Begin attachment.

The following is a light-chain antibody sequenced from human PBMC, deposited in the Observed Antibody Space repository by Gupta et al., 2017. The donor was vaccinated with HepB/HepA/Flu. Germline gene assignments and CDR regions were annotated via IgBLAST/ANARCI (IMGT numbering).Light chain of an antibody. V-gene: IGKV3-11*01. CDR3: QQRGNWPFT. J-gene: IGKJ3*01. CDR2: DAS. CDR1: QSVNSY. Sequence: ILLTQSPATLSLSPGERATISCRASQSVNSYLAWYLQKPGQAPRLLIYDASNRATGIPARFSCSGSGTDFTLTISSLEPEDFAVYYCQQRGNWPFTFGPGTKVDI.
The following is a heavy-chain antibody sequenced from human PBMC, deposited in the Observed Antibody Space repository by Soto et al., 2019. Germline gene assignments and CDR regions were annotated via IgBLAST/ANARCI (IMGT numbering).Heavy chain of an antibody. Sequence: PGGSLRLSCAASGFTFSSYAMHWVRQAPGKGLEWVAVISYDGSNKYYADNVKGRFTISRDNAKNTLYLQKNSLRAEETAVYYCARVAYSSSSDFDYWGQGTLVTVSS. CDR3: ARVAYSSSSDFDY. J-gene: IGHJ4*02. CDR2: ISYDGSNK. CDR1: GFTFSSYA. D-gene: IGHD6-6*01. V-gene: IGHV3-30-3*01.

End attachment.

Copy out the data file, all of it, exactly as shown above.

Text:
The following is a light-chain antibody sequenced from human PBMC, deposited in the Observed Antibody Space repository by Gupta et al., 2017. The donor was vaccinated with HepB/HepA/Flu. Germline gene assignments and CDR regions were annotated via IgBLAST/ANARCI (IMGT numbering).Light chain of an antibody. V-gene: IGKV3-11*01. CDR3: QQRGNWPFT. J-gene: IGKJ3*01. CDR2: DAS. CDR1: QSVNSY. Sequence: ILLTQSPATLSLSPGERATISCRASQSVNSYLAWYLQKPGQAPRLLIYDASNRATGIPARFSCSGSGTDFTLTISSLEPEDFAVYYCQQRGNWPFTFGPGTKVDI.
The following is a heavy-chain antibody sequenced from human PBMC, deposited in the Observed Antibody Space repository by Soto et al., 2019. Germline gene assignments and CDR regions were annotated via IgBLAST/ANARCI (IMGT numbering).Heavy chain of an antibody. Sequence: PGGSLRLSCAASGFTFSSYAMHWVRQAPGKGLEWVAVISYDGSNKYYADNVKGRFTISRDNAKNTLYLQKNSLRAEETAVYYCARVAYSSSSDFDYWGQGTLVTVSS. CDR3: ARVAYSSSSDFDY. J-gene: IGHJ4*02. CDR2: ISYDGSNK. CDR1: GFTFSSYA. D-gene: IGHD6-6*01. V-gene: IGHV3-30-3*01.